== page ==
I dered go to Germany, and I’ll be bach!


Photo courtesy of Gavin Heil

The group of AHS exchange students at the Zugspitze ski resort.

Over spring break, a group of AHS students, including myself, traveled overseas to Garmisch-Partenkirchen in Germany.

We traveled to Germany through Sister Cities, a program that allows students to exchange with a student of similar interest from one of Aspen’s sister cities. Southern Germany, including Munich and Garmisch-Partenkichen, is in what used to be Bavaria before 1870.

When I first arrived in Germany, my initial reaction was that Garmisch-Partenkirchen had a different culture than the US, and specifically Aspen. My host family, who I quickly grew fond of, was very energy conscious. I noticed that they took shorter showers, and never left the faucet running. Our exchange students also took the train everywhere, since the driving age in Germany is 18.  

Upon arrival, I was immediately introduced to the biking culture of Bavaria. My exchange student, Jonas Moßmer, lived in Echenlohe, a small village about 10 minutes outside of Garmisch-Partenkichen. We biked everywhere: to others’ houses, the train station, restaurants, and other destinations. It was an invigorating experience to get outside and bike around the petite European village in the cool and sunny weather: tremendous step-up from driving.

They ate an abundance of bread and butter with each meal – which is interesting because of the average size difference between a German and an American. We noticed right away how high-quality the produce was and marveled at how delicious everything tasted. Our host families had an extravagant spread of sausage for breakfast and loved pretzels (both of which tasted considerably better in Germany). The majority of Germans also preferred sparkling water over flat water, which was unusual due to its majority unpopularity in the United States.

The sixth day was devoted to skiing on the Zugspitze, which we had all been excitedly waiting for. The Zugspitze (which is highly difficult to pronounce correctly) is Germany’s highest and grandest peak. It also happens to be shared between Austria and Germany and is right next to Garmisch-Partenkirchen. Its majestic shape and high tundra provided for astounding skiing and breathtaking scenery.

The Peak is only accessible by an advanced, modern, 100-person cable car, and an underground train also goes to and from the tundra ski expanse. The conditions were ideal: the Zugspitze had received about 1 and a half feet of snow and the day was sunny and uncrowded. We skied for the entirety of the morning, and at noon enjoyed schnitzel and home-made pretzel sandwiches for lunch. We then went to back to the summit to make a pit stop in Austria. Here we took several selfies and yelled very loudly, personifying the stereotypical American perfectly.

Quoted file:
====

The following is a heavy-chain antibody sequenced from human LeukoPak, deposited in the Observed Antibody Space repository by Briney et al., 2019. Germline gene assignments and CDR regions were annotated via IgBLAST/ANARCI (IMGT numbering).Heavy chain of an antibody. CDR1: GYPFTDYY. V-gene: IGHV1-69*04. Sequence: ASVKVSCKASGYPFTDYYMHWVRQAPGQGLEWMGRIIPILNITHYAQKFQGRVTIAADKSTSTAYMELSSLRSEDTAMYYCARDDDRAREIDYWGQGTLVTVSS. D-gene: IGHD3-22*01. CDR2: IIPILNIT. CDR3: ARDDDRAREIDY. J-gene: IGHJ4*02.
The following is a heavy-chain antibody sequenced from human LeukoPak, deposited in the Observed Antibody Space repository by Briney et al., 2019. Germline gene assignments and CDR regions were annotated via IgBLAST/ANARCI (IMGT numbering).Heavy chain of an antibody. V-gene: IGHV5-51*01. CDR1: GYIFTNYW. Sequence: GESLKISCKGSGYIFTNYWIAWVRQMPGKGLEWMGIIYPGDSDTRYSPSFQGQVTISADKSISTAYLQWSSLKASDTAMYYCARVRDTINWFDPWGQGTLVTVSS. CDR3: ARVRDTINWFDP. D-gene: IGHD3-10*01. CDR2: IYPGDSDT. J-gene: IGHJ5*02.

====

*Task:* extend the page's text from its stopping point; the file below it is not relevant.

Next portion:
We shadowed our exchange students’ school on the 8th day of the trip. Here I observed that their school life is largely comparable to Aspen’s. They have classes from 7:45 till 12:45/3:55, depending on the day, students each take about 7 courses, and they follow a well-rounded curriculum.

A few days later, towards the end of the trip, we took a heavy-hearted tour of Dachau, a WWII concentration camp just outside of Munich. It was a horrifying experience, and I had a pit in my stomach throughout the entire visit. What affected me and others the most was walking into the crematorium and standing inside the gas chambers in which thousands were murdered without reason. It was shocking to see what had happened in its rawest form after learning all about WWII in history classes throughout my life. The group was quiet for a long time after leaving the camp due to our collective mourning of the thousands of lives lost at Dachau.

After an emotional day, we decided to spend the evening together and have a pleasant last night all together. We said our goodbyes to the exchange students after eating German snacks while watching TV (with German subtitles, of course).

The last day in Germany, my host family had the idea of taking us and another student’s host family up the Osterfeuer Kropf (literally translated to Easter Fire Head), a beautiful hike right in Echenlohe. We ate a big Bavarian breakfast together and headed up the trail. The top of the hike had magnificent views, and we devoured the usual lunch of pretzel-bread and butter. This particular bread-butter meal had become apart of my daily routine by then.

After 10 days in Bavaria, I recognized that Garmisch-Partenkirchen and Aspen are actually fairly alike regarding how the towns operate, their cultures, and daily life. I noticed several connections between the high schools as well in terms of class structure, social interactions, and even apparel.

This trip highlighted the importance of traveling and new experiences. Traveling is essential for three main reasons: it gets you out of your comfort zone, you experience first-hand cultural diversity, and most importantly, you build new relationships with others globally. I learned a lot about the German people and their language, and I tried new foods that I (mostly) enjoyed. I matured as a person with these new experiences and new friends and would like to travel to as many new places as I can. I’m infinitely fortunate Sister Cities granted me the outlet to travel to a new country and experience a new culture.